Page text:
TED talk highlighting the coming ubiquity of web video
Chris Anderson, the head honcho of the TED talks, discusses how web video accelerates innovation (h/t Seth Godin). While the whole video is interesting as he talks about how web videos inspire innovation and advancement, check out about 9:30 into the video (you can click the timeline to fast-forward to it)
Here’s the segment:
9:30 Humanity watches 80 million hours of Youtube videos every day. Cisco actually estimates that within 4 years, more than 90% of the web will be video. If it’s all puppies, porn and piracy, we’re doomed…Video is high-bandwidth for a reason. It packs a huge amount of data, and our brains are uniquely wired to decode it.
He also expands on his embrace of online video in a recent CNN article:
I’m convinced that the latest iteration of crowd-accelerated innovation, fueled by Web video, is about to ignite the biggest learning cycle in human history. There are huge implications for the future of global education. Tomorrow’s best teachers will be global stars reaching literally millions of kids. And talented students around the world will no longer have their potential destroyed by lousy teachers. They can learn directly from the world’s finest.
What I take from this rise of online video is three when applied to churches:
- There’s a need for online video component to your church. Video has become ubiquitous not only because of its negative aspects of emotional coercion and seductive psychological manipulation. Rather, the brain is more fully engaged, the Created is more in tune with the rest of Creation when engaged in video. While print and spoken word are absolutely essential and train different parts of your brain (particularly critical thinking), the counterpart of video of services, preaching, teaching, conversation will be an essential component in coming years as a partner to the gatherings of followers of Christ.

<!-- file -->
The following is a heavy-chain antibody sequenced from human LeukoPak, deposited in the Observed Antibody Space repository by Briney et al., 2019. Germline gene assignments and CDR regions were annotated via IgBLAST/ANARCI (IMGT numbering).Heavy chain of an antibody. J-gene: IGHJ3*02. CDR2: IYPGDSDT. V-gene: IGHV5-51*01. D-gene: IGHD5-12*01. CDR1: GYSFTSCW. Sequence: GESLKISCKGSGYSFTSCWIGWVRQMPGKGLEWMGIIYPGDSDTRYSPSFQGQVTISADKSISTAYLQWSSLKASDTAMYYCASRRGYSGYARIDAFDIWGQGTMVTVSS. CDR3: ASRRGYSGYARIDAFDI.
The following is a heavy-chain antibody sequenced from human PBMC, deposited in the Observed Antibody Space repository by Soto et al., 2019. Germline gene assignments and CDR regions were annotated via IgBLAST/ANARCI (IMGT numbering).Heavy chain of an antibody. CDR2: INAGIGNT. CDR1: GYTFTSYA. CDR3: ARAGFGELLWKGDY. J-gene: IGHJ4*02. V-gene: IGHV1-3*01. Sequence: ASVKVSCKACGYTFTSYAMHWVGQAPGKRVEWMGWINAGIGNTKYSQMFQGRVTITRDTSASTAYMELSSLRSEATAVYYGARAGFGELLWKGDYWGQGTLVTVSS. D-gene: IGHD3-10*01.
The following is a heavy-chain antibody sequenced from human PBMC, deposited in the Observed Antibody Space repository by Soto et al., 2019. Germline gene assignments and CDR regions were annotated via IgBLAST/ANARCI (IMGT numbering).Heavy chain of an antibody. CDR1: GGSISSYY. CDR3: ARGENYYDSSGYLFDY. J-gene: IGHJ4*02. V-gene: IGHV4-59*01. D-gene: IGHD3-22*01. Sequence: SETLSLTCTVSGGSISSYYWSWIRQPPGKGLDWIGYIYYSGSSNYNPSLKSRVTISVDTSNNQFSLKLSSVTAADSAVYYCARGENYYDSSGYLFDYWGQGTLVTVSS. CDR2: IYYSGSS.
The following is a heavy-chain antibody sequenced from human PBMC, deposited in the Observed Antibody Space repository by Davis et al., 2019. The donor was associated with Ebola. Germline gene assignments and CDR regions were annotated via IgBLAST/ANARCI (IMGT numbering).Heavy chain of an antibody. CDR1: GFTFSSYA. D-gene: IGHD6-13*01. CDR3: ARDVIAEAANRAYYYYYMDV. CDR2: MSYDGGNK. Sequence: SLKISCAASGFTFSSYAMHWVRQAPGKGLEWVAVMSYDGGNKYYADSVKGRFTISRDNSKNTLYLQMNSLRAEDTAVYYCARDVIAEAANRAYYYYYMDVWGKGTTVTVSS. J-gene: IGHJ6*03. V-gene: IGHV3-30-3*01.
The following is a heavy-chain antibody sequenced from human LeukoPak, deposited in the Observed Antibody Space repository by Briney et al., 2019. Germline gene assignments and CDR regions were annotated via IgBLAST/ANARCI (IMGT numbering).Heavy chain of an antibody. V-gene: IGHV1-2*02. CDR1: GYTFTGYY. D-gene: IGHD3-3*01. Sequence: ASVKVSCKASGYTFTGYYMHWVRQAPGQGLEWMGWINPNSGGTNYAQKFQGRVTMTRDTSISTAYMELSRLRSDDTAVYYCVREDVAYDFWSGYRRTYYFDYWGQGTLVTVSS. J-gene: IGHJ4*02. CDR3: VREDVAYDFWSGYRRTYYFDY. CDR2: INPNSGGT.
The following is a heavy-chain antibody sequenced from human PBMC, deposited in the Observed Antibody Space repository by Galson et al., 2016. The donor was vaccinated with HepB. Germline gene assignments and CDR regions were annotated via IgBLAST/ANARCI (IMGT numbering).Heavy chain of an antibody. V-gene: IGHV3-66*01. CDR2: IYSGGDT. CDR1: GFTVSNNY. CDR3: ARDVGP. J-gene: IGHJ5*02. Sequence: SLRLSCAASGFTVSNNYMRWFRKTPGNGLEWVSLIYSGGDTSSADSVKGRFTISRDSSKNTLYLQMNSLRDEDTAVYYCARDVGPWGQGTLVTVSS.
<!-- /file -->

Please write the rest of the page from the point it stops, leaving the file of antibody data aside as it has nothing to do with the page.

- There’s a weeding-out of bad preachers and teachers of bad theology. We are fearful that the web gives a platform for bad theology and hate-filled rhetoric. It does. But the bad teachers will become either exposed or isolated from the global discourse…I mean, when anything comes up that says “Fred Phelps” I ignore it for my own sanity. So long as people don’t embrace the fanciest of web fluffy sermons or write off preachers for isolated sermonic shortcomings (we are human and I have bad sermons on occasion!), the potential for better theology and preaching is possible.
- There’s a jump-start to alternatives to the dominant narrative. There are always critiques to dominant forms of Christianity that emerge in some circles (liberation, feminist, process, etc) and sometimes have a hard time expanding beyond their base to anywhere other than academic circles. With web video, explaining those subjects and providing a context for their emerging theology can make a better connection with other social groups. You can imagine a web chronicler taking a social event and collecting/presenting a dozen responses from faith-filled people from their different backgrounds…all on one page! Perhaps that respondent will be you from your pulpit, pew, or in a t-shirt at home in front of a webcam.
What do you think?
- If you have online video from your ministry context, what role does it play and how is it received?
- If you do not have online video from your ministry context, what considerations have you made regarding it?
Discuss. Welcome to our visitors!